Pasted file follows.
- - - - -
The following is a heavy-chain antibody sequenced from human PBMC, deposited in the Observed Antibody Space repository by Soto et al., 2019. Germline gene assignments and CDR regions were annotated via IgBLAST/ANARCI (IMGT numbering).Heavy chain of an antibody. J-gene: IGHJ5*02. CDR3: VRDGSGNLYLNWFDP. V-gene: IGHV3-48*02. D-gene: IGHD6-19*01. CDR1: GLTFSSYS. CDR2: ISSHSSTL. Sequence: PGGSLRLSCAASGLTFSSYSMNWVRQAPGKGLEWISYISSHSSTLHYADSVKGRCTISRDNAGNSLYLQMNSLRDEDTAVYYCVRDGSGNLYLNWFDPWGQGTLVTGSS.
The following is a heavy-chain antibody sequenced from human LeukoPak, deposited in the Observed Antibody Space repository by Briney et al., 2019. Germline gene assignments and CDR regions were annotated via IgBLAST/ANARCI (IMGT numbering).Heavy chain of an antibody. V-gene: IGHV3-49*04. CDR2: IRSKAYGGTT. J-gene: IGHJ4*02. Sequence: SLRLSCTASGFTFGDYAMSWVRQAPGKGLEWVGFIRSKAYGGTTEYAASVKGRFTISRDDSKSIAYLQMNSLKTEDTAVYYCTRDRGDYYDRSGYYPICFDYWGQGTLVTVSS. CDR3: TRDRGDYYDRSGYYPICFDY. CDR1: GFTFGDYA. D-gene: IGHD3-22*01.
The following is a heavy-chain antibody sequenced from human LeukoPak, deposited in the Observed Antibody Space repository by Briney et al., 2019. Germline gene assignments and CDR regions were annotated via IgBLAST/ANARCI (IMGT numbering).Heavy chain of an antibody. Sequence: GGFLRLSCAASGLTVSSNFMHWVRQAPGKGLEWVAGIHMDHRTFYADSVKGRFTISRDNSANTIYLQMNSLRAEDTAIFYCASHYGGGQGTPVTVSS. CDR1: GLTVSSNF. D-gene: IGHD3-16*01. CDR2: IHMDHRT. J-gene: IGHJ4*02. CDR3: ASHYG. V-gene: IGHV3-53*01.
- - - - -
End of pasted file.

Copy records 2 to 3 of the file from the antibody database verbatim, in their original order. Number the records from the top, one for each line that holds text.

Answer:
The following is a heavy-chain antibody sequenced from human LeukoPak, deposited in the Observed Antibody Space repository by Briney et al., 2019. Germline gene assignments and CDR regions were annotated via IgBLAST/ANARCI (IMGT numbering).Heavy chain of an antibody. V-gene: IGHV3-49*04. CDR2: IRSKAYGGTT. J-gene: IGHJ4*02. Sequence: SLRLSCTASGFTFGDYAMSWVRQAPGKGLEWVGFIRSKAYGGTTEYAASVKGRFTISRDDSKSIAYLQMNSLKTEDTAVYYCTRDRGDYYDRSGYYPICFDYWGQGTLVTVSS. CDR3: TRDRGDYYDRSGYYPICFDY. CDR1: GFTFGDYA. D-gene: IGHD3-22*01.
The following is a heavy-chain antibody sequenced from human LeukoPak, deposited in the Observed Antibody Space repository by Briney et al., 2019. Germline gene assignments and CDR regions were annotated via IgBLAST/ANARCI (IMGT numbering).Heavy chain of an antibody. Sequence: GGFLRLSCAASGLTVSSNFMHWVRQAPGKGLEWVAGIHMDHRTFYADSVKGRFTISRDNSANTIYLQMNSLRAEDTAIFYCASHYGGGQGTPVTVSS. CDR1: GLTVSSNF. D-gene: IGHD3-16*01. CDR2: IHMDHRT. J-gene: IGHJ4*02. CDR3: ASHYG. V-gene: IGHV3-53*01.